acting as go-betweens, the plant was built in the uniform Bauhaus style,
whose sturdiness could rival that of Japanese defense towers, and bear
any hammering of the decoration workers. Now, it has been turned into an
artistic zone, with nearly 100 galleries, studios, bookshops, and
information institutes from home and abroad. People flock there to sell
and buy paintings, sculptures, radiators, photos, devices, and foreign
art books. Some rush all the way across here to collect items as soon as
the auction market makes the first sign of interest in a new trend.
Others sell unconventional garments with independent labels. Some are
here for the artists’ vain admiration, and some aspire to go down in
history. Some throw away the still reusable residue after decoration,
while a few small female security guards with cheeks as red as cherries
stand at the entrance to prevent taxis from entering.
I like this
district, because it is a relatively free area that belongs to all the
people, just like the Yutai Teahouse owned by Lao She’s character Wang
Lifa - where anyone can slide in as long as the world outside does not
I also like
this area because its artistic components have changed. In the 1950s,
small sparks were scattered here and there, and people tried to act
against the government or say what they wanted to say. My generation
born in the 1960s never said anything, and liked painting around the
city’s edged, but never entered the center. For those from the 1970s and
1980s, their attitude is more straight forward, and they play around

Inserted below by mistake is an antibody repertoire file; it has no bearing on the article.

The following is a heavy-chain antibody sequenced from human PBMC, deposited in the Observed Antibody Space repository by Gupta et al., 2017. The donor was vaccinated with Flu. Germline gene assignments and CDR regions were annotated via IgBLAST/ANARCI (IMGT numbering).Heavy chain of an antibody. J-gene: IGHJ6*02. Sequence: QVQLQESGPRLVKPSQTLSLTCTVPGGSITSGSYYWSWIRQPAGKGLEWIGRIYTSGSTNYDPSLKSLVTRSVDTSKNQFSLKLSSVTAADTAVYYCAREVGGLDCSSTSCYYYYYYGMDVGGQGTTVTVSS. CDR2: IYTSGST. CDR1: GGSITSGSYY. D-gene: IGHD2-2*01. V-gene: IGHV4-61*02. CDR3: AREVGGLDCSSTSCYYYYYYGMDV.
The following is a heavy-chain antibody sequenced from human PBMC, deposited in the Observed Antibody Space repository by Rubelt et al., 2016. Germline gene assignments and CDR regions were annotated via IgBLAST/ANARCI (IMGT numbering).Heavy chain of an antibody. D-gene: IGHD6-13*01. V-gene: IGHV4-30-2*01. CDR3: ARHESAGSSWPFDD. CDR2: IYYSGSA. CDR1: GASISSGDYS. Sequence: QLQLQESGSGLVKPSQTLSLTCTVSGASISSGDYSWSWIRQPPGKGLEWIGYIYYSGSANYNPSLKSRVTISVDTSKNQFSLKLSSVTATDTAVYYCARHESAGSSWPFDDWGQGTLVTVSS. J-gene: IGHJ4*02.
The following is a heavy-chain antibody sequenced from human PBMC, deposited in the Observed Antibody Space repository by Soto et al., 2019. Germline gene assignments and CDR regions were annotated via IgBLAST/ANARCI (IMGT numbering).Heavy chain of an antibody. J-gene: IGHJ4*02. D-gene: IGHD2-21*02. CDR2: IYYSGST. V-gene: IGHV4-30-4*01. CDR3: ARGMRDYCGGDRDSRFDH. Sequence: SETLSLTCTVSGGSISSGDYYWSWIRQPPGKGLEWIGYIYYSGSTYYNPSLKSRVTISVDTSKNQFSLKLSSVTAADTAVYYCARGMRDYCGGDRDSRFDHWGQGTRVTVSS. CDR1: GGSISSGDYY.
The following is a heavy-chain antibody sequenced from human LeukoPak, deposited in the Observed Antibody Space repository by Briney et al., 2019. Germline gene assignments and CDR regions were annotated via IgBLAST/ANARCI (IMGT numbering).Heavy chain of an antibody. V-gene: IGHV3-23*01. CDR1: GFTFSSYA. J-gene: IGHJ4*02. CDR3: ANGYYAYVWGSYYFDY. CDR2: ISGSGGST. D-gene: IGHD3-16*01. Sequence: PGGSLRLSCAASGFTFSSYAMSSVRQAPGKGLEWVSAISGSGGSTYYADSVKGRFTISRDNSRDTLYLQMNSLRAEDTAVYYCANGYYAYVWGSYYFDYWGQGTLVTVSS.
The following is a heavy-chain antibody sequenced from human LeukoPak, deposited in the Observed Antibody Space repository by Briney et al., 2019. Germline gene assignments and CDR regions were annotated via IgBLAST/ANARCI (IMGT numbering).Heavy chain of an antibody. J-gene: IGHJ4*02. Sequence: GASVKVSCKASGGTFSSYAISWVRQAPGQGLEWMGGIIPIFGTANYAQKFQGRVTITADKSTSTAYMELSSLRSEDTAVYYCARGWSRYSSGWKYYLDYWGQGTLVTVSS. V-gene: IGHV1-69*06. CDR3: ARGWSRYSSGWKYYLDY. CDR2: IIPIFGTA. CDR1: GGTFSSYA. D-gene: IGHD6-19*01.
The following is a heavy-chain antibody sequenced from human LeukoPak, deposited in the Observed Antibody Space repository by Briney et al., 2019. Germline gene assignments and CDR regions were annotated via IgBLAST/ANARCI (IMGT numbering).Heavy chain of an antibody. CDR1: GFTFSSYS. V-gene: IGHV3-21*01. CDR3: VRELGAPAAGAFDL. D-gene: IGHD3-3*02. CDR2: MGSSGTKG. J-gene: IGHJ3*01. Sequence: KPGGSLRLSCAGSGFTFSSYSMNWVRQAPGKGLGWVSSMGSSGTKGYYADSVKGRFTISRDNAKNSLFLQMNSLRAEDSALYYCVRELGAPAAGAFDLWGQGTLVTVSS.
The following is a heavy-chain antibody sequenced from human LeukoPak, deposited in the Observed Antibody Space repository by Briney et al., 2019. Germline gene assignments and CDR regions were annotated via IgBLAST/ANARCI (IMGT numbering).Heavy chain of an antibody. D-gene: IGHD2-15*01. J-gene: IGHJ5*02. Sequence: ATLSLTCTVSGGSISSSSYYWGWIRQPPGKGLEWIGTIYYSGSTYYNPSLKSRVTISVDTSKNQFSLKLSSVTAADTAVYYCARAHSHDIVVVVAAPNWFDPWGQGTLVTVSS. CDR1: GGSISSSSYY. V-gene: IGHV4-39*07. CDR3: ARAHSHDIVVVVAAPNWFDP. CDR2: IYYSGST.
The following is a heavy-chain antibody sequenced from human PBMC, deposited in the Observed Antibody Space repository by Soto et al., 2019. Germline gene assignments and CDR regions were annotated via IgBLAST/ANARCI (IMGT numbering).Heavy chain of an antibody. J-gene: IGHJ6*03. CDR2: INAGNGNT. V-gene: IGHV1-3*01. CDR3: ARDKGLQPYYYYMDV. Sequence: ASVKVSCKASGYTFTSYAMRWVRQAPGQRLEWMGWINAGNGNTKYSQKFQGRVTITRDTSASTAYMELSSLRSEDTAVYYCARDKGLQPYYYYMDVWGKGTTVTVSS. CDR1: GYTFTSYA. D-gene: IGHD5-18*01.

downtown. These adolescents, with their foreign peers, are like a pack
of happy moles, digging the earth and smelling the air above and below
ground, doing what I never could previously imagine doing, and speaking
what I failed to understand. They are leisurely, free, and stubborn with
their ideas. Words such as “teacher” and “master” frequently slip from
their mouths, making fun of those older than them. Their international
outlook are wide and gentle, and completely different to my own
generation, who are blind and confused.
adolescents may be the nth generation of the morning sun, welcomed into
the area - and they are surely the product of a third or fourth
generation of peaceful evolution after the imperialists left.
have changed, and those artists who return from the nations of the
imperialists do not find that opportunities await them back in China.
The new generation is turning a blind eye to them, and I think that
there will not be any “nobles” any more. Or at least, those bastards
will never live the life that they enjoyed in the past.
District managed by these children grows and flourishes. As Mr. Guo
Degang, a post-70s and not-so-famous comic crosstalk actor said,
“Tian’anmen may be moved here”.
courtyard managed by those children is more and more flourishing. Here I
want to quote a sentence by Mr. Guo Degang, a post-70s not-so-famous
comic cross-talk actor, “It is said that Tian An Men will be moved to